Institutions of higher education have great opportunity to further democracy when they help students connect work and professional identity with citizenship and participation in democracy. A robust understanding of democracy as integrated into the fabric of society indicates that citizenship is a means of living, rather than isolated volunteerism or participation in elections. Work, workplaces, and professional identities are thus sites for participation in democracy. Work serves a public purpose: it is not isolated from society, and it serves as a means for education and construction of human community. When professionals see their work as infused with a public mission and purpose, perhaps driven by a personal sense of vocation, they are practicing citizenship by understanding themselves as agents in an interdependent system. Work places and professions are also importantly potential sites of monumental social change, as evidenced by the long history of the labor movement and the work of professional guilds in the early twentieth century.

In our democracy, individuals most frequently see their work and roles as citizens as separate. Politics are understood to be largely an issue of elections and government, rather than the every-day “choice work” of community deliberation, change-making, and problem solving. Institutions of higher education have an opportunity to change this attitude by intentionally integrating civic education with post-graduation work preparation, and by centering institutional missions focused on education for the health of democracy. By helping students understand the links between the spheres of work and citizenship, universities help students prepare for lives that holistically integrate work of all sorts into the role of a citizen.

 

[i]  The Annie E. Casey Foundation. The Anchor Dashboard. Baltimore: The Annie E. Casey Foundation, 2013. Accessed July 10, 2018. http://www.aecf.org/resources/the-anchor-dashboard-1/.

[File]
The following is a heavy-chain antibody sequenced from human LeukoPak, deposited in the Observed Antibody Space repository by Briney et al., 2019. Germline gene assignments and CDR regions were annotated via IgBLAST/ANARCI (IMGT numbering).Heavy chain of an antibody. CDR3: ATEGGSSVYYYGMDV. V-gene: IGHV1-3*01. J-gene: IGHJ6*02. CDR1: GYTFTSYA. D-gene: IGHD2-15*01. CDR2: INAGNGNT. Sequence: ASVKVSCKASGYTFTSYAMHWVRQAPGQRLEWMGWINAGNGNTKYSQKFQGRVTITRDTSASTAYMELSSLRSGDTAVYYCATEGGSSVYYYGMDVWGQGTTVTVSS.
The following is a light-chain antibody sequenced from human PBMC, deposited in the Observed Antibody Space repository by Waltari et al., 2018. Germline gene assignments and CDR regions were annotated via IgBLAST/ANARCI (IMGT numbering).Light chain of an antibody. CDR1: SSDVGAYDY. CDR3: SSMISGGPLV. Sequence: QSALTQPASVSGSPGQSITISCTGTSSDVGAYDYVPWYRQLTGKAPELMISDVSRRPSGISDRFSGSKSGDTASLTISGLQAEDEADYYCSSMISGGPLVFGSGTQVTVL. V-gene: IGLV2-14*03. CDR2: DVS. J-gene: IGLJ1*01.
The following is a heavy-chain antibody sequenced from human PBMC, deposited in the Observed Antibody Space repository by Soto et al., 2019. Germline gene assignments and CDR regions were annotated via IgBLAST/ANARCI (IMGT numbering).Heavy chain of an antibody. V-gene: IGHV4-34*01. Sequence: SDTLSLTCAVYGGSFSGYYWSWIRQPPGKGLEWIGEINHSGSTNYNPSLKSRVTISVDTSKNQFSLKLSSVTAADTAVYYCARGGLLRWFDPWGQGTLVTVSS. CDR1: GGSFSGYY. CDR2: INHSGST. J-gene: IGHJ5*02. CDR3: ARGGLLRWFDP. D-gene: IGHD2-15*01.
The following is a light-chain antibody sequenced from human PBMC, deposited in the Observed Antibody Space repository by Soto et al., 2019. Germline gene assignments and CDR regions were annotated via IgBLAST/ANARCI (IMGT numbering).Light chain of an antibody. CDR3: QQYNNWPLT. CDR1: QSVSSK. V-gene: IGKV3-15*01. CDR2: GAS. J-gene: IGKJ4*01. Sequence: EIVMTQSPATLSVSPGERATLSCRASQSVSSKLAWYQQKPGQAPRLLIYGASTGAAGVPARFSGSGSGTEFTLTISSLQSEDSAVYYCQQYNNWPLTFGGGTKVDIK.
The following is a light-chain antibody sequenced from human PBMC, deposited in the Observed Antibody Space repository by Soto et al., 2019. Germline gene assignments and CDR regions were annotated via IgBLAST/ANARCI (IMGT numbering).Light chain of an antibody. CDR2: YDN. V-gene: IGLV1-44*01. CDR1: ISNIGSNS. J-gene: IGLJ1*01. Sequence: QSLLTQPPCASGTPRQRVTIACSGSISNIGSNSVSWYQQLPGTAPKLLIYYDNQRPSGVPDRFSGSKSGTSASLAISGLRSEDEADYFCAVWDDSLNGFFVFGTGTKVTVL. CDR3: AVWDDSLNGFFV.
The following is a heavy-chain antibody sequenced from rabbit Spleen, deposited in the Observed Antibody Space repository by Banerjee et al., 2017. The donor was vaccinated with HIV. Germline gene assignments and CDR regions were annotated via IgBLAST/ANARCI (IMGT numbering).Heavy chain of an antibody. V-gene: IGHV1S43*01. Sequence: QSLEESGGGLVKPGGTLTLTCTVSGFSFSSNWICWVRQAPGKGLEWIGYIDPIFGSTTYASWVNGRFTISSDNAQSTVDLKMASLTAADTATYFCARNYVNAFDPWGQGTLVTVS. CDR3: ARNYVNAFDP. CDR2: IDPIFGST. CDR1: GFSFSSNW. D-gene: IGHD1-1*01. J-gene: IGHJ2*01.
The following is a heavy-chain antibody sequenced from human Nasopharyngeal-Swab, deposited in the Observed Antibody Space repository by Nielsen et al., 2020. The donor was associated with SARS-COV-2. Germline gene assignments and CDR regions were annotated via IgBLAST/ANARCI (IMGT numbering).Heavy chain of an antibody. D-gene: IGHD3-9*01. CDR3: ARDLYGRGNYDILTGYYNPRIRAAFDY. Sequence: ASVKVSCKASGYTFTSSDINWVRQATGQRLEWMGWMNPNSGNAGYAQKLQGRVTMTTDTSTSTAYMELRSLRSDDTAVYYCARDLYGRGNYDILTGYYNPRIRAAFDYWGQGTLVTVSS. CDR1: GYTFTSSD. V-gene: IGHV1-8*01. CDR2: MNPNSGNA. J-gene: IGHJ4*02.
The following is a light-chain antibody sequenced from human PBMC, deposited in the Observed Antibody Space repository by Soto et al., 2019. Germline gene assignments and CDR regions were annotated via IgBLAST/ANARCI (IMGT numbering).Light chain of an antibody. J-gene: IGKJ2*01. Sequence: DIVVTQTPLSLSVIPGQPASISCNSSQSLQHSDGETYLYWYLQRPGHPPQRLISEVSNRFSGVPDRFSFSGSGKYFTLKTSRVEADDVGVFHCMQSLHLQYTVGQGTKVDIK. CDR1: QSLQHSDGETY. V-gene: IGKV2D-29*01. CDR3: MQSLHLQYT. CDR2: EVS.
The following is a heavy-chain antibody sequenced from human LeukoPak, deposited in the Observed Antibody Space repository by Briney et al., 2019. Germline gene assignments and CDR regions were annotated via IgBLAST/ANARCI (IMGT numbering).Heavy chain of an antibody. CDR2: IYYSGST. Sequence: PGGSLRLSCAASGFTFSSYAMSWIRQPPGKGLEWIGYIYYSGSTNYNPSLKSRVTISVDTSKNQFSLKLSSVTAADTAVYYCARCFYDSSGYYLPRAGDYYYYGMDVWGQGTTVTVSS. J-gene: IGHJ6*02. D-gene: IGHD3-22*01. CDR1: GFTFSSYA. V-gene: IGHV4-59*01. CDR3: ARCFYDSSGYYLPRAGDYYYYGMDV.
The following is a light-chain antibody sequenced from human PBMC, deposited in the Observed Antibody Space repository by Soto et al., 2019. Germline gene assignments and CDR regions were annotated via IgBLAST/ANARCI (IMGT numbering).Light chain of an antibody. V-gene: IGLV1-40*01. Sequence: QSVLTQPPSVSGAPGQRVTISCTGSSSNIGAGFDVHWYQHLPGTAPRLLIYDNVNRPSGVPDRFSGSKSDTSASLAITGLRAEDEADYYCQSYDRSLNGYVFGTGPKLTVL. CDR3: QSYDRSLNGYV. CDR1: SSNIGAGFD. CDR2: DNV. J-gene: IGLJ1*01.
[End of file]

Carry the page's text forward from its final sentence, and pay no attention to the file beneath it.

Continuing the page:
[ii] Seattle University Center for Community Engagement. “Place Based Justice Network.” https://www.seattleu.edu/cce/suyi/advance-the-field/place-based-justice-network/. Accessed August 28, 2018.

[iii] Harry C. Boyte. Reinventing Citizenship as Public Work: Citizen-Centered Democracy and the Empowerment Gap. (Dayton: The Kettering Foundation, 2013), 23, accessed July 10, 2018. https://www.kettering.org/catalog/product/reinventing-citizenship-public-work-citizen-centered-democracy-and-empowerment-gap-0.

 

The Concept and Philosophy of Public Work

The Sabo Center for Democracy and Citizenship has long utilized the concept of public work as an philosophy and approach to our work with individuals and communities. Public work is sustained, visible, serious effort by a diverse mix of ordinary people that creates things of lasting civic or public significance.

The ultimate goal of public work is a flourishing democratic culture, created through a different kind of politics in which citizens take center stage. We believe citizenship is best seen as work, whether paid or unpaid, that has public meaning, lasting public impact, and contributes to the commonwealth. Public work is different than citizenship as charity,  volunteerism, or protest politics. Instead, public work stresses the contribution of individuals in their everyday lives to shaping a common way of life together.

Public work teaches people to work across party lines and partisan differences. Diverse groups have come together to create parks, schools, and libraries, to organize civic holidays or movements for social reform. Institutions such as political parties, religious congregations, unions and commercial associations, settlements, cooperative extensions, schools, and colleges were once “mediating institutions” that connected everyday life to public affairs. They also taught an everyday politics of bargaining, negotiating, and problem solving. People learned to deal with others that they may disagree with on religion or ideology. They gained a sense of stake and ownership in democracy.